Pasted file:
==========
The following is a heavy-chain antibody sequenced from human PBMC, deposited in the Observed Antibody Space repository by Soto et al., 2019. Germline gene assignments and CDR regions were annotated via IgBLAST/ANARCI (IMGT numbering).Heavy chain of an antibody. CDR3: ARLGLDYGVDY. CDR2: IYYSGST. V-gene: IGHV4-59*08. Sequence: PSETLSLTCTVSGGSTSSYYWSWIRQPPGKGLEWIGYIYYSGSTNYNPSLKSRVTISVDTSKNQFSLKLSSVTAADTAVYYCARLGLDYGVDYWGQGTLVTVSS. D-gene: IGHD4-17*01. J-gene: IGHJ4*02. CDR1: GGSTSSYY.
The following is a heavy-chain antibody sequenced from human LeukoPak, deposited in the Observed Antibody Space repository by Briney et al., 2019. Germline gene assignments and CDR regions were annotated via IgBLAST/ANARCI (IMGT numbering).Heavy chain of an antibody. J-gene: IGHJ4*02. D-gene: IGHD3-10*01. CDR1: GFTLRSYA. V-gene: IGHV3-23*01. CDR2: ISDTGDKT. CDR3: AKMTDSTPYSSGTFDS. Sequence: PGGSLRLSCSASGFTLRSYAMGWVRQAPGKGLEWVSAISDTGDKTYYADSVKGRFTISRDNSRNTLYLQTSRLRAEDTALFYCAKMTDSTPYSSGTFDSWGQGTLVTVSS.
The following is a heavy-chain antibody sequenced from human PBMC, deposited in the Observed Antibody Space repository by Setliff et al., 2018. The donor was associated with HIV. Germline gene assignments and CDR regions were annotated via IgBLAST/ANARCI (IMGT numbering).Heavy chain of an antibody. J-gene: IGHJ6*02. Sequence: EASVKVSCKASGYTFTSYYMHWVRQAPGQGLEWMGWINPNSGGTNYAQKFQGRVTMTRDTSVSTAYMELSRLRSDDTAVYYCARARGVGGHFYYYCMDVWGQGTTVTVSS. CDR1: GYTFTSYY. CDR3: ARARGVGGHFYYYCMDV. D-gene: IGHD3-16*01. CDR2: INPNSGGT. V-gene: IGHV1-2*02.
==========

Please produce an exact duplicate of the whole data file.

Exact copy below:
The following is a heavy-chain antibody sequenced from human PBMC, deposited in the Observed Antibody Space repository by Soto et al., 2019. Germline gene assignments and CDR regions were annotated via IgBLAST/ANARCI (IMGT numbering).Heavy chain of an antibody. CDR3: ARLGLDYGVDY. CDR2: IYYSGST. V-gene: IGHV4-59*08. Sequence: PSETLSLTCTVSGGSTSSYYWSWIRQPPGKGLEWIGYIYYSGSTNYNPSLKSRVTISVDTSKNQFSLKLSSVTAADTAVYYCARLGLDYGVDYWGQGTLVTVSS. D-gene: IGHD4-17*01. J-gene: IGHJ4*02. CDR1: GGSTSSYY.
The following is a heavy-chain antibody sequenced from human LeukoPak, deposited in the Observed Antibody Space repository by Briney et al., 2019. Germline gene assignments and CDR regions were annotated via IgBLAST/ANARCI (IMGT numbering).Heavy chain of an antibody. J-gene: IGHJ4*02. D-gene: IGHD3-10*01. CDR1: GFTLRSYA. V-gene: IGHV3-23*01. CDR2: ISDTGDKT. CDR3: AKMTDSTPYSSGTFDS. Sequence: PGGSLRLSCSASGFTLRSYAMGWVRQAPGKGLEWVSAISDTGDKTYYADSVKGRFTISRDNSRNTLYLQTSRLRAEDTALFYCAKMTDSTPYSSGTFDSWGQGTLVTVSS.
The following is a heavy-chain antibody sequenced from human PBMC, deposited in the Observed Antibody Space repository by Setliff et al., 2018. The donor was associated with HIV. Germline gene assignments and CDR regions were annotated via IgBLAST/ANARCI (IMGT numbering).Heavy chain of an antibody. J-gene: IGHJ6*02. Sequence: EASVKVSCKASGYTFTSYYMHWVRQAPGQGLEWMGWINPNSGGTNYAQKFQGRVTMTRDTSVSTAYMELSRLRSDDTAVYYCARARGVGGHFYYYCMDVWGQGTTVTVSS. CDR1: GYTFTSYY. CDR3: ARARGVGGHFYYYCMDV. D-gene: IGHD3-16*01. CDR2: INPNSGGT. V-gene: IGHV1-2*02.